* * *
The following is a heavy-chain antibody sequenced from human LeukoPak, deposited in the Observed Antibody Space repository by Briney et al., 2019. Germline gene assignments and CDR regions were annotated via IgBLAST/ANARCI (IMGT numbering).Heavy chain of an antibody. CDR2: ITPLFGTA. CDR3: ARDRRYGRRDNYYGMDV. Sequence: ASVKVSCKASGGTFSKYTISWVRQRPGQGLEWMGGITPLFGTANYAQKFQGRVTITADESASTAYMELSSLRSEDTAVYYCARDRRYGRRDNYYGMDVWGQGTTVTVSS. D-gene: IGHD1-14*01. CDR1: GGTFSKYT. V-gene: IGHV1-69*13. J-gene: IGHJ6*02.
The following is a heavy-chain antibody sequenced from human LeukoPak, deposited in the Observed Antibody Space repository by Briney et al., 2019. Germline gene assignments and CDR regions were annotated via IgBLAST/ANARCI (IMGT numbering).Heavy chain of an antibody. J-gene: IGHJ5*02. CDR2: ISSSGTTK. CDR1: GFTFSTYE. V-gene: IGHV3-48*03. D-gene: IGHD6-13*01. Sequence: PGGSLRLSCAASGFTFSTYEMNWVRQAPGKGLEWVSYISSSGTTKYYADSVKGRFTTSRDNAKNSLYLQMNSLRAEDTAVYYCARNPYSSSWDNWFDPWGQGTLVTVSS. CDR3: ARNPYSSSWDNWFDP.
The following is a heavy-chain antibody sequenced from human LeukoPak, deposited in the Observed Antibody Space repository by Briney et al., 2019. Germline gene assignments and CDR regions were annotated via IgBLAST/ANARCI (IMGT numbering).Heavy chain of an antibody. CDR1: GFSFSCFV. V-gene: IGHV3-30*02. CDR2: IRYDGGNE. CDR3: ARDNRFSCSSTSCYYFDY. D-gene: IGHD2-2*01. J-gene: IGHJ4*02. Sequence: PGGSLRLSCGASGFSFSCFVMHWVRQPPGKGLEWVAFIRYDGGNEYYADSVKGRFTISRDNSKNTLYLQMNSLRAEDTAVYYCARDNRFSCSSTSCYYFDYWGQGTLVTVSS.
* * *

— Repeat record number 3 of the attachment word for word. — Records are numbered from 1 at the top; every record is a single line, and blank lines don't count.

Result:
The following is a heavy-chain antibody sequenced from human LeukoPak, deposited in the Observed Antibody Space repository by Briney et al., 2019. Germline gene assignments and CDR regions were annotated via IgBLAST/ANARCI (IMGT numbering).Heavy chain of an antibody. CDR1: GFSFSCFV. V-gene: IGHV3-30*02. CDR2: IRYDGGNE. CDR3: ARDNRFSCSSTSCYYFDY. D-gene: IGHD2-2*01. J-gene: IGHJ4*02. Sequence: PGGSLRLSCGASGFSFSCFVMHWVRQPPGKGLEWVAFIRYDGGNEYYADSVKGRFTISRDNSKNTLYLQMNSLRAEDTAVYYCARDNRFSCSSTSCYYFDYWGQGTLVTVSS.